Blastoff! Virtual Incision's surgical robot becomes the first sent to the International Space Station

In a giant leap for medtech-kind, a robotic surgery system is now en route to the International Space Station (ISS).

The system in question is a version of Virtual Incision’s MIRA robot, modified for use in an outer space environment. The MIRA technology is smaller than many other robotic surgery systems—weighing in around 1,000 times lighter than other surgical robots, at just two pounds—and boasts a simple setup process, which allows it to be used in abdominal surgical procedures throughout a hospital rather than being confined to one specific operating room.

The robot sent to space this week has been equipped with remote surgery capabilities of both the pre-programmed and long-distance, real-time varieties. Once aboard the ISS, according to Virtual Incision, it’ll be used in simulated experiments to determine how the MIRA system performs in zero gravity and how the robot fares when being remote-controlled by a surgeon at the company’s Nebraska headquarters.

Virtual Incision spaceMIRA robot
(Virtual Incision)

Those experiments could help shed some light on the remote use of robotic-assisted surgery (RAS) systems in space and on Earth—both for astronauts in need of healthcare and everyday Earthlings who don’t have access to a nearby surgeon.

“As thrilling as it is to have our technology in space, we expect the impact of this research will be most notable on Earth,” John Murphy, president and CEO of Virtual Incision, said in the company’s announcement this week.

“The introduction of miniRAS has the potential to revolutionize healthcare by making every operating room robot ready. We are taking a significant step by developing MIRA, an investigational device currently under review by the FDA,” Murphy continued. “The testing with spaceMIRA will tell us more about the future potential of miniRAS as it might be applied to remote surgery applications.”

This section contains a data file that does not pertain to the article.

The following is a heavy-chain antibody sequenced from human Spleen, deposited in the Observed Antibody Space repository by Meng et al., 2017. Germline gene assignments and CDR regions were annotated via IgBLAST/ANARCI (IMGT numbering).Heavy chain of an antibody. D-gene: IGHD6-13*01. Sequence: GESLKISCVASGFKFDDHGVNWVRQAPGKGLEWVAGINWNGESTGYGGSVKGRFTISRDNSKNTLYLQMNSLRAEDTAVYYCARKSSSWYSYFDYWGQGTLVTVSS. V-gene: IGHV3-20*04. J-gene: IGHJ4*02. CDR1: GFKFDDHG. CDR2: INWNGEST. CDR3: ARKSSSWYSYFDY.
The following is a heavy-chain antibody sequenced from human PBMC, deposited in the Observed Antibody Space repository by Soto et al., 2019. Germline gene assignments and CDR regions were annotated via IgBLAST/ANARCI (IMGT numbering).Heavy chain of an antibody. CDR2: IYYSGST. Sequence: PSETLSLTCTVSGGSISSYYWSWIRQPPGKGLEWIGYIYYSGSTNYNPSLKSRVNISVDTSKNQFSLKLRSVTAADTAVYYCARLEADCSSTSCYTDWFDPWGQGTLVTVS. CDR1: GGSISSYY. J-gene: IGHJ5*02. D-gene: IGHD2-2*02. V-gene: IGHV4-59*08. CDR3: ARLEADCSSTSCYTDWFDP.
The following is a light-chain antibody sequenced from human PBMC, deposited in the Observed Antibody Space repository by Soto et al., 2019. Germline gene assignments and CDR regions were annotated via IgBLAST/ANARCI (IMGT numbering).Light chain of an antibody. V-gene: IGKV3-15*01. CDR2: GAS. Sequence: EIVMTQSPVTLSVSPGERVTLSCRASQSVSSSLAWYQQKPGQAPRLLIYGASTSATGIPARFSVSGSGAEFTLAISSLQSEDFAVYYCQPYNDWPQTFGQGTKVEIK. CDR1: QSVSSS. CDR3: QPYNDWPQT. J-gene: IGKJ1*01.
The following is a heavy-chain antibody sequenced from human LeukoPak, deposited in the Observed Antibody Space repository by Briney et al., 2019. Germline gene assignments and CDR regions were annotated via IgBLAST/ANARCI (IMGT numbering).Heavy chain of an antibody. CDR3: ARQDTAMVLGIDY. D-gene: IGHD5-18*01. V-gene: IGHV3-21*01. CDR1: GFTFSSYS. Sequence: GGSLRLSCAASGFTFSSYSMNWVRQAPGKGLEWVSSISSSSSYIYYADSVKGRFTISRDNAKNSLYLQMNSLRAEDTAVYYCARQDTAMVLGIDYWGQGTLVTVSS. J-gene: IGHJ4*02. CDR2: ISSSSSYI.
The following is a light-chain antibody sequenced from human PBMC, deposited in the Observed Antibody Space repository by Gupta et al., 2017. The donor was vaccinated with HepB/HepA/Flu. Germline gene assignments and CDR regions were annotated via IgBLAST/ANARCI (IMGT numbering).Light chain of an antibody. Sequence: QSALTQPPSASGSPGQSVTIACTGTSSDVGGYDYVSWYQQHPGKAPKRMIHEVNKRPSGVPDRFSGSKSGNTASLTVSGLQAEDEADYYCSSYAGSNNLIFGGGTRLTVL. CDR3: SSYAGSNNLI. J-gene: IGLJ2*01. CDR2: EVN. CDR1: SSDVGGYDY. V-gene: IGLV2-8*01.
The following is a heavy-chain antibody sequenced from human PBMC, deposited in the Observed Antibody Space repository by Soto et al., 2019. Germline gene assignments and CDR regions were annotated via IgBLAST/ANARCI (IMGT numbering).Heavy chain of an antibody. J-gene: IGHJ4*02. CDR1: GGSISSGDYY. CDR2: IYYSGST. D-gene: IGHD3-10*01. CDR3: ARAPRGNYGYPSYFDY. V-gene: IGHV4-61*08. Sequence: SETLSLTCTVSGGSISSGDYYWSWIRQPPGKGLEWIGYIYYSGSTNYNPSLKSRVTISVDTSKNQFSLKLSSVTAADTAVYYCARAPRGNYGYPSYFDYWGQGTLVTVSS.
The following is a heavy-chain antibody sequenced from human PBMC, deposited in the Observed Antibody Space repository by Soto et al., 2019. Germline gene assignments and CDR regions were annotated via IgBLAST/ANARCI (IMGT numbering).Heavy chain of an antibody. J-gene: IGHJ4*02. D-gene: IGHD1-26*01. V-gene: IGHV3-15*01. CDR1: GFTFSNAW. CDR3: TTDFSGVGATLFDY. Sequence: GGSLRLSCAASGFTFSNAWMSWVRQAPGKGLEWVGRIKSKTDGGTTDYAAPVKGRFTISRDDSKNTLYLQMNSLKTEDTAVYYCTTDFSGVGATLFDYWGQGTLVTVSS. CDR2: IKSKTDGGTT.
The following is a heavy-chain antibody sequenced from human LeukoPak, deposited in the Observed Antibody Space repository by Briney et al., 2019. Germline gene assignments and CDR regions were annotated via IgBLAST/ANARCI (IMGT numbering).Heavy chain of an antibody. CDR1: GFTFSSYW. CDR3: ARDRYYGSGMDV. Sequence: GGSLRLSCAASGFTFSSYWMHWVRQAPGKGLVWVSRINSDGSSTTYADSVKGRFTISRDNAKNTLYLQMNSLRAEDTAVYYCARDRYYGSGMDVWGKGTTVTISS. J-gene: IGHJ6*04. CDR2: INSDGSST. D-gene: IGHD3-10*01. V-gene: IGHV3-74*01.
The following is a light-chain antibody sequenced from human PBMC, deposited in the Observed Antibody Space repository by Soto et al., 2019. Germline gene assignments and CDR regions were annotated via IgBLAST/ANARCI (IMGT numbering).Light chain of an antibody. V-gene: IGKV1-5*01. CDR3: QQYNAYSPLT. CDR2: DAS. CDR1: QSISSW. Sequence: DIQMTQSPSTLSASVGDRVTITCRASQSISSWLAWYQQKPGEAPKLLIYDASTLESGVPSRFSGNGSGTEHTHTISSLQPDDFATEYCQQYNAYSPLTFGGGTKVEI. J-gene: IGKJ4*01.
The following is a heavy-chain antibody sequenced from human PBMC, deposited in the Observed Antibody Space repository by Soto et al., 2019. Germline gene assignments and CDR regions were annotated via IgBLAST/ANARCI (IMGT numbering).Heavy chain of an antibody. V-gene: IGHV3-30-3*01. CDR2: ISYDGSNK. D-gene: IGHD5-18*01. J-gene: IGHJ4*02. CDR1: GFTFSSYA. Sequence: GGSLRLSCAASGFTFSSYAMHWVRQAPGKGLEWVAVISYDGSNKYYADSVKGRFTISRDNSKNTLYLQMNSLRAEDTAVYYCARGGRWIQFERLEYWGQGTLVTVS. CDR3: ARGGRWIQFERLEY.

Virtual Incision has been preparing the MIRA surgical robot to head to space since 2022, when the company—a spinout of the University of Nebraska—earned a grant from NASA to test out its tech in zero gravity.

The spaceMIRA robot began its journey to the final frontier on Tuesday, housed on a Northrop Grumman Cygnus cargo spacecraft that was launched by a SpaceX Falcon 9 rocket from Cape Canaveral, Florida.

The spacecraft is expected to reach the ISS in the early hours of Thursday, Feb. 1, when it will be met and captured by a pair of NASA astronauts on the station.

Meanwhile, according to NASA, in addition to the spaceMIRA system, the spacecraft is also carrying materials for a handful of other research experiments, including the first metal 3D printer sent to the ISS—which astronauts could use to produce needed replacement parts for the station—and a 3D cartilage cell culture, which will be used to study the possibility of cartilage regeneration in microgravity, where cartilage can rapidly break down.